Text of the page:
Anxiety is one of the most common emotional feelings that we all share as humans. In most cases, thoughts about lingering ill, bills to pay, and even the eagerness to get a good-paying job are among the various reasons why you may be experiencing anxiety. Research in the past years shows that anxiety is the leading cause of mental disorders in the US, and about 19.1% of adults are victims of this sad experiences every year. However, experiencing anxiety now and then is not a death sentence, but the problem comes when you allow anxiety to build up from one level to another.
Levels of Anxiety Build Up
The accumulation of anxiety in an individual is usually caused by factors such as an individual’s life experiences, personality, gender, and anxiety management strategies employed. Once the right strategy to check or even curb anxiety isn’t adopted, anxiety can build up through the following stages or levels;
- Mild Anxiety
Mild anxiety often referred to as non-significant anxiety, is usually expressed in shyness or social anxiety. In most cases, mind anxiety can affect an individual’s social, professional, and emotional functioning. If left unchecked, mild anxiety can transform into maladaptive coping techniques and, in extreme cases, lead to some serious mental complications.
- Moderate Anxiety
Just as you would rightly guess, individuals with moderate anxiety are exposed to more anxiety symptoms than people with mild anxiety. In some cases, moderate anxiety may be accompanied by symptoms such as inability to relax for days, feeling on edge, or even being unable to handle and control their worries. Although people with moderate anxiety may experience some disruptive symptoms, they can still enjoy a reasonable level of daily functioning. They can easily find success in curbing their anxieties with some effective self-help strategies or with the help of a doctor.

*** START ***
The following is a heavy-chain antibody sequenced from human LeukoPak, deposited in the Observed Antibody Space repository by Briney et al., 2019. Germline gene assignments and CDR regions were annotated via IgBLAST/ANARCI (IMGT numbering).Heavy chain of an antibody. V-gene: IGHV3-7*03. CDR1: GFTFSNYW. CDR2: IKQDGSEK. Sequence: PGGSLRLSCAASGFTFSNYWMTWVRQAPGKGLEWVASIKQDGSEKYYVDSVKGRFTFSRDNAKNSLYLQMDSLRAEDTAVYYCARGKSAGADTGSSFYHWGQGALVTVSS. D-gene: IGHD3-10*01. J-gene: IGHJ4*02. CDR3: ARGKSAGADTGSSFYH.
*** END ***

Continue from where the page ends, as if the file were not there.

- Severe Anxiety
Just as the name suggests, sever anxiety is usually more devastating with symptoms that require urgent medical attention since they are mostly regarded as a clinically-significant anxiety disorder. Among the various symptoms of severe anxiety, which are usually persistent, are increased level of distress, increased heart rate, social withdrawal, a feeling of panic, and depression with a very low level of functioning and productivity. Sadly, patients with severe anxiety may resort to drugs and alcohol as a supposedly means of managing or checking their anxiety symptoms.
- Panic Disorder or Panic Level Anxiety
This level of anxiety build-up is mostly characterized by recurring and frequent severe panic symptoms attacks such as fear of death, heart palpitations, nausea or dizziness, rapid onset of extreme feelings of fear, rapid breathing, etc. In most cases, panic-level anxiety may last for about 10 minutes, and the triggers for the anxiety symptoms may vary from one person to the other.
Strategies to Check and Manage Anxiety
Various effective strategies can be employed to keep anxiety build-up in the check, and these strategies are anxiety level dependent. For instance, exercise and meditation can be an effective strategy to manage and check mild and moderate anxiety. At the same time, therapy, medication, or the combination of various treatment regimen can be used as an effective way to check severe cases of anxiety.
Besides the management strategies mentioned above, other strategies to keep anxiety in check include the following;
- Progressive muscle relaxation
- By maintaining a healthy lifestyle.
- Slow breathing
- Practice the small acts of bravery against your anxiety triggers.
- Seek help from others
- Stay in the present with some moments of meditation.
Anxiety is an inescapable emotional feeling that is common to all humans. Terrible life experiences such as ill-health, loss of a job, heartbreaks and even betrayal are common causes of anxiety. If left unchecked, anxiety can metamorphose from mild, moderately severe to even panic-level anxiety. Depending on the level, anxiety can be checked through some effective ways such as progressive muscle relaxation, meditation, exercise, slow breathing, and seeking help from others.